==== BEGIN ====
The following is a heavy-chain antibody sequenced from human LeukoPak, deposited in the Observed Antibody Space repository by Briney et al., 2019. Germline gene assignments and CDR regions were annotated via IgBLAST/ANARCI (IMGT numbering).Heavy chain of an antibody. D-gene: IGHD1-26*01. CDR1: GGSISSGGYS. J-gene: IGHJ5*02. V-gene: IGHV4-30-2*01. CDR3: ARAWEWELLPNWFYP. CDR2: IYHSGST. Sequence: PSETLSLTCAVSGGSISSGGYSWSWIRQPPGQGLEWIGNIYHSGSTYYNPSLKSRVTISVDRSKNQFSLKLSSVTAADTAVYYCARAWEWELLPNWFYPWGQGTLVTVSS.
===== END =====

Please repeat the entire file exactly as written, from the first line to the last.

The following is a heavy-chain antibody sequenced from human LeukoPak, deposited in the Observed Antibody Space repository by Briney et al., 2019. Germline gene assignments and CDR regions were annotated via IgBLAST/ANARCI (IMGT numbering).Heavy chain of an antibody. D-gene: IGHD1-26*01. CDR1: GGSISSGGYS. J-gene: IGHJ5*02. V-gene: IGHV4-30-2*01. CDR3: ARAWEWELLPNWFYP. CDR2: IYHSGST. Sequence: PSETLSLTCAVSGGSISSGGYSWSWIRQPPGQGLEWIGNIYHSGSTYYNPSLKSRVTISVDRSKNQFSLKLSSVTAADTAVYYCARAWEWELLPNWFYPWGQGTLVTVSS.